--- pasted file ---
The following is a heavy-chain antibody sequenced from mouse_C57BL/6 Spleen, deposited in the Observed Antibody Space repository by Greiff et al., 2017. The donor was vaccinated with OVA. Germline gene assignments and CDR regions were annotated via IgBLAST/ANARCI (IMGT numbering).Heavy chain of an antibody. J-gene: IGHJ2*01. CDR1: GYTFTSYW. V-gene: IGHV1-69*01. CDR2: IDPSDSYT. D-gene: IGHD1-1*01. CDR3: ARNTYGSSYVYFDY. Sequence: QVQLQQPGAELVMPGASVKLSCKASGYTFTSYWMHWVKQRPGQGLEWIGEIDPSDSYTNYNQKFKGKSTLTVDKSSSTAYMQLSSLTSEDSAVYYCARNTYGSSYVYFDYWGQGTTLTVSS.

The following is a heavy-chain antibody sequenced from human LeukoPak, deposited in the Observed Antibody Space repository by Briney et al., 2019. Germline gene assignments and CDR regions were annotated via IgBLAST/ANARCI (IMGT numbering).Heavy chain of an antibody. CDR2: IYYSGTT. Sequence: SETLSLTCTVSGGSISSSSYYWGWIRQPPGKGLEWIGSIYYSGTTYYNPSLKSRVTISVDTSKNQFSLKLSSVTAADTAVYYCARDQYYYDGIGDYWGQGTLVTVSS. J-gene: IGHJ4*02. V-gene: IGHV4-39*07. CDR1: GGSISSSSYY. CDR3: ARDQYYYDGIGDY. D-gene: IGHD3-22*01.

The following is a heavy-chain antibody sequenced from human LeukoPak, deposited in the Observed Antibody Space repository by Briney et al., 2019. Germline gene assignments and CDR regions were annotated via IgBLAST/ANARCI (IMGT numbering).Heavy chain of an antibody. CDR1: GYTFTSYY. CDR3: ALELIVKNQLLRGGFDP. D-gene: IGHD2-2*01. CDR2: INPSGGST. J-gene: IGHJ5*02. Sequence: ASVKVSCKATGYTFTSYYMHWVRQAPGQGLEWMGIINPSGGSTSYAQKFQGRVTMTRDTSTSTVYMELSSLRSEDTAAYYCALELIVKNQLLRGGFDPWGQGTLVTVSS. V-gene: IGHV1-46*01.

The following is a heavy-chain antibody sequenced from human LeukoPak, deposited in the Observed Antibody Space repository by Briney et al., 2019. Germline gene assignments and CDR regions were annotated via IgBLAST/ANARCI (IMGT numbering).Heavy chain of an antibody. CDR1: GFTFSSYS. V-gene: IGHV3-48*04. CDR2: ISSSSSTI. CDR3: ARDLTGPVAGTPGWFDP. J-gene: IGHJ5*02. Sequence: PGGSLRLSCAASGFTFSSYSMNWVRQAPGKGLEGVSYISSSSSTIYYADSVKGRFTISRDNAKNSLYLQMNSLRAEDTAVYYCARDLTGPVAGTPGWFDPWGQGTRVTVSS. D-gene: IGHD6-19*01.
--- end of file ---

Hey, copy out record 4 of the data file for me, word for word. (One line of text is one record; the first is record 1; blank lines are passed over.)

The following is a heavy-chain antibody sequenced from human LeukoPak, deposited in the Observed Antibody Space repository by Briney et al., 2019. Germline gene assignments and CDR regions were annotated via IgBLAST/ANARCI (IMGT numbering).Heavy chain of an antibody. CDR1: GFTFSSYS. V-gene: IGHV3-48*04. CDR2: ISSSSSTI. CDR3: ARDLTGPVAGTPGWFDP. J-gene: IGHJ5*02. Sequence: PGGSLRLSCAASGFTFSSYSMNWVRQAPGKGLEGVSYISSSSSTIYYADSVKGRFTISRDNAKNSLYLQMNSLRAEDTAVYYCARDLTGPVAGTPGWFDPWGQGTRVTVSS. D-gene: IGHD6-19*01.